Treating peanut allergies in mice with mRNA delivering nanoparticles
UCLA have developed technology using nanoparticles that deliver mRNA to liver cells, that could provide a platform to fight allergies.
Currently, there is only one approved treatment that reduces the severity of the allergic reaction, and it takes months to kick in. A group of University of California (UCLA) immunologists, US, is aiming to change that.
Their study, published in ACS Nano, created a first-of-its-kind nanoparticle that delivers mRNA to specific cells in the liver. Those cells, in turn, teach the body’s natural defences to tolerate peanut proteins.
In testing in mice, the nanoparticle not only reversed peanut allergies, but also prevented them from developing.
Peanut allergies affect 1 in 50 children, and the most severe cases lead to a potentially deadly immune reaction called anaphylactic shock.
“As far as we can find, mRNA has never been used for an allergic disease,” said Dr André Nel, the paper’s co-corresponding author, Professor of Medicine and Director of Research at the California NanoSystems Institute at UCLA. “We have shown that our platform can work to calm peanut allergies, and we believe it may be able to do the same for other allergens, in food and drugs, as well as autoimmune conditions.”
The researchers focused on the liver for two reasons:
- The organ is trained not to respond to every challenge because it is regularly bombarded with foreign substances, including allergens.
- The organ is home to cells called antigen-presenting cells, which collect foreign proteins and train the immune system to tolerate them rather than attacking when they are detected.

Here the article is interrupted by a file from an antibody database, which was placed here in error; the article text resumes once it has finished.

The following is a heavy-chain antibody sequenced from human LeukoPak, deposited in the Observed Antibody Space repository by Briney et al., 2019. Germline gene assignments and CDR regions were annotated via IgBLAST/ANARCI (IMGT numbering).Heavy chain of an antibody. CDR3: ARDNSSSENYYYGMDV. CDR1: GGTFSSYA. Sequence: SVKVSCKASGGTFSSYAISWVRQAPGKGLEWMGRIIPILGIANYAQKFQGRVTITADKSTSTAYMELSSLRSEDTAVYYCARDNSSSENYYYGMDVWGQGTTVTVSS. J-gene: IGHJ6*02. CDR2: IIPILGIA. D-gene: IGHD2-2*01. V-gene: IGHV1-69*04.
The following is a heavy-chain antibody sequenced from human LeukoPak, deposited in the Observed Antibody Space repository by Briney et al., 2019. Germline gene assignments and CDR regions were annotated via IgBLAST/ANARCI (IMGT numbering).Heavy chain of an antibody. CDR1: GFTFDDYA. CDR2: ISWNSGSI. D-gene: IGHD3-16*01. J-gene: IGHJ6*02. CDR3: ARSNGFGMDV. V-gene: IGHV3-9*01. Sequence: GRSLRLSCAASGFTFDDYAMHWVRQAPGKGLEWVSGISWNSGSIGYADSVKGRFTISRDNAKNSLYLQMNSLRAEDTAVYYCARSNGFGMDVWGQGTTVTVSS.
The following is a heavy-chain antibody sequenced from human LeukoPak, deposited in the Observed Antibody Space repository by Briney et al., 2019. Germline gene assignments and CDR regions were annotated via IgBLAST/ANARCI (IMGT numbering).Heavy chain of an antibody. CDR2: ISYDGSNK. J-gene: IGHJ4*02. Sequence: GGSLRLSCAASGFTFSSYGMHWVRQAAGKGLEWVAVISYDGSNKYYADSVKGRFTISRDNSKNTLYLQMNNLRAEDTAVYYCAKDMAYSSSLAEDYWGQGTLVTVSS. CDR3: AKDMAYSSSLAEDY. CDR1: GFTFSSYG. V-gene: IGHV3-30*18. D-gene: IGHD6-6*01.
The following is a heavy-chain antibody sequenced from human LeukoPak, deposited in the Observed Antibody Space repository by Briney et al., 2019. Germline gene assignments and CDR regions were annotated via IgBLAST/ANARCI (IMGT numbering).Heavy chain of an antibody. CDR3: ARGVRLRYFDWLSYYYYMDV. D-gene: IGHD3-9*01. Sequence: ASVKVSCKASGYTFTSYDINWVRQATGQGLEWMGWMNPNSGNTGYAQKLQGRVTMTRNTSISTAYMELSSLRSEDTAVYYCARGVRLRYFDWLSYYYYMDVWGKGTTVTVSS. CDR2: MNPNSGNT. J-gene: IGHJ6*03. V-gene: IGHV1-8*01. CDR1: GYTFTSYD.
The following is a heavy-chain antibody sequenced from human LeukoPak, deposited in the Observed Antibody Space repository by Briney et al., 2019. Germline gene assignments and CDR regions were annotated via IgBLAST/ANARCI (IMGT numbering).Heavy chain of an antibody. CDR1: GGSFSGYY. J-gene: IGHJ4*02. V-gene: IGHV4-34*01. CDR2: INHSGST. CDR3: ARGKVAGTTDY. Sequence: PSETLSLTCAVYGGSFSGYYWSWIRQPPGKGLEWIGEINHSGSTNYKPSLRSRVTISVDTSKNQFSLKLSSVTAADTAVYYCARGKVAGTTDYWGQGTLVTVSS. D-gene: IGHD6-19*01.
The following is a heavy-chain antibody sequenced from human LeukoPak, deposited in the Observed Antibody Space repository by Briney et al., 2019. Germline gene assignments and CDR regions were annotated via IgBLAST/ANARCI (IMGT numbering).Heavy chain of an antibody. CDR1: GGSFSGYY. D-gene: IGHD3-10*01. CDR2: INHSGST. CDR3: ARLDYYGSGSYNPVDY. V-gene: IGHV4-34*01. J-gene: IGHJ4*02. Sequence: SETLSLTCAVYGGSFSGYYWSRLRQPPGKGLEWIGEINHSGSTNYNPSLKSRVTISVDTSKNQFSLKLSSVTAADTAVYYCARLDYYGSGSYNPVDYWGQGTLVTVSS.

In previous studies, the team found that a nanoparticle delivering a carefully selected protein fragment, called an epitope, to the liver reduced symptoms of dangerous egg allergy in mice. They identified one epitope that alleviated peanut allergies in mice when delivered to the liver via a nanoparticle.
“If you are lucky enough to choose the correct epitope, there is an immune mechanism that puts a damper on reactions to all of the other fragments,” explained Nel.
The scientists improved on the design of their previous nanoparticle by adding a sugar molecule on its surface that specifically binds to antigen-presenting cells. Using mRNA was another step forward.
In the upgraded nanoparticle, the researchers designed part of the mRNA payload to encode the selected— in this case, the peanut protein. Using mRNA makes it easier to load the nanoparticle and eliminates the complications that come with including more than one epitope, an advantage that may expand the scope of application. For instance, multiple epitopes might be needed to address certain other allergies, or multiple allergies.
To evaluate whether their upgraded nanoparticle would prevent peanut allergies, the researchers gave it to six mice in two doses, a week apart. Another group of six mice got a nanoparticle with the same mRNA payload, but with no targeting sugar on its surface; six other mice got the upgraded nanoparticle but with mRNA inside that didn’t code for any protein or epitope; and a third group of six got no nanoparticle at all.
Starting one week after the second dose, they fed the mice a crude peanut protein extract to sensitize them to the peanut allergens. Another week later, they exposed the mice to peanut protein to trigger anaphylactic shock.
The scientists repeated the experiment, changing the order of operations — so that mice were sensitised to peanut protein before receiving the nanoparticle.
In both versions of the experiment, the scientists measured the levels of specific immune cells as well as certain antibodies, enzymes and cytokines, which confirmed that the upgraded nanoparticle had increased the animals’ tolerance for peanut protein.
He added that substituting an mRNA payload coding for different epitopes opens up the potential to adapt the nanoparticle for other allergies and autoimmune disorders.